Misleading multipliers: shipping demand and its relationship to GDP growth

Misleading multipliers: shipping demand and its relationship to GDP growth

Some observers – including 65% of Splash readers in our latest ongoing poll – believe shipping demand and GDP have decoupled, threatening container shipping demand. Not so fast, says James Frew, senior analyst at Maritime Strategies International.

After the swingeing downwards revisions made to trade forecasts in our Q3 2016 container market outlook, our Q4 report has only seen marginal adjustments. Unfortunately however, marginal adjustments are far and away insufficient to dig the industry out of the colossal hole finds itself in.

Trade growth is living down to our expectations, and rather than 2016 being the year where the industry saw some sort of recovery it is now feared that, instead, it marks a new normal where growth in containerised trade is slower than overall economic growth.

It is certainly the case that container trade volumes over the past five years have been depressing, and 2016 sees this trend worsening. Growth in global container trade in 2015 was just 1.7%, and 2016 will see that slow even further to 1.6%. However, whereas in 2015 the principal culprit was negative Asia-Europe trade growth, in 2016 the slowdown has been more broad.

Asia-Europe westbound volumes in 2016 are expected to remain basically flat (up by 0.4% yoy), whilst Transpacific eastbound cargoes are estimated to have grown by 2.3%. The non-mainlane trades are little better, with the intra-Asian trade at 2.2% and cargoes on most southbound Latin American and African trades sliding into negative territory.

MSI Chart 1

Chart 1: The trade/GDP ‘multiplier’ has not been at a steady level for the last 20 years, and the relationship between global GDP growth and con­tainer trade is less stable than commonly assumed. We are currently seeing the lowest levels of the multiplier since the 2000s, but this is not without precedent as data from the 1980s & 1990s show similar levels. The current slump is not necessarily a ‘new normal’.

Even so, MSI believes this ‘decoupling theory’ to be somewhat overblown. Firstly, the industry has always implied that the relationship between GDP and container trade growth is far closer than it actually has been. Chart 1 above rams this home, plotting global GDP growth and the multiplier to container trade.

As the chart shows, the GDP multiplier has never been at a steady level, and analysts looking at a multiplier in the period 1983-1991 would have come to a very different conclusion to those looking at it from 1991 to 2004.

MSI Chart 2

Chart 2: Even the three most sta­ble regional GDP multipliers have fluctuated over recent decades. Again, we see that the 2000s were more of an outlier. This is why MSI are sceptical of claims that the current state of the industry represents a ‘new normal’, even if demand growth remains lacklus­tre as we move into 2017.

In general, the GDP multiplier is an extremely blunt tool, and this becomes apparent when we examine it on a regional level. Chart 2 above shows the more stable of the regional GDP multipliers. Latin America’s trade/GDP multiplier oscillates between 8 and -11 on an entirely unpredictable basis (and also occasionally heads off into the plus/minus four figure range), whilst Europe is nearly as volatile.

North America’s trade GDP multiplier has been more stable, but also shows the fallacy of talking about historical multiples as if they are immutable. Instead, the multiplier for North America was – stripping out the -11.5 data point seen in 1991 – relatively stable at around 1.5 for the 1980s and 1990s.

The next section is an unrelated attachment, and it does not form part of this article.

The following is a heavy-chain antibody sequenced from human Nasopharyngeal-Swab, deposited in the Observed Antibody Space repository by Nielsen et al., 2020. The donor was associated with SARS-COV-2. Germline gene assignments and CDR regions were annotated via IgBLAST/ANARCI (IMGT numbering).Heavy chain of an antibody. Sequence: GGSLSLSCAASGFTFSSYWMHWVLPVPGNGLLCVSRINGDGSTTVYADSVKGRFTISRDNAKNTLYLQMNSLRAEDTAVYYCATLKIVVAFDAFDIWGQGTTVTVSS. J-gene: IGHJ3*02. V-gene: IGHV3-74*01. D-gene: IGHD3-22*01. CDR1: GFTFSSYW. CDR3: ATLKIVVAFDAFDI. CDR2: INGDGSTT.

The 2000s saw the container trade multiplier boom to over three times GDP growth, driven by the trend of outsourcing manufacturing, principally to Asia. The last five years have meanwhile seen a multiplier of around 1.4 for North America.

In other words, for an outside observer with no knowledge of the industry, a reasonable assumption might be to strip out the 2000s and suggest that the period we are currently in very much resembles the 1980s and 1990s.

We are not so sure that this naïve assertion is as far off the mark as many industry observers would suggest. Of course, overall the 1990s saw strong cargo growth, in part boosted by ongoing containerisation of breakbulk but also boosted by a global economy in a strong recovery phase.

The last five years have indeed seen very slow trade growth, but also economic growth at a pretty anaemic level, with the global economic growth figures being severely juiced by Chinese growth at over 6%. All of the above is simply to suggest that MSI is deeply sceptical of the current industry discussion about a ‘new normal’ of terminal decline in container shipping demand.

It is certainly true that trade growth this year has been exceptionally disappointing, but given that we now know that economic growth has been weak and factoring in the additional uncertainty stemming from Brexit and the US election, we are not sure it was justifiable to expect much better. Instead, we think that talking about a ‘new normal’ is only really relevant if we disregard the evidence of the 1980s and 1990s and just take container trade data from the 2000s and compare it to the present.

Is there any good news? 2017 is expected to see container trade growth recover to around 3.7% and 2018/19 are expected to see the rebound strengthen to around 4.5%. However, it is worth emphasizing that this 4.5% growth represents a cyclical highpoint, boosted by the weak growth levels seen over the past two years: 2020 will see growth slip again.

Has the historic link between global GDP growth and shipping volumes actually decoupled? Have your say now by taking our latest online survey, MarPoll – it takes two minutes to fill in and there is no registration. To take the survey, click here.

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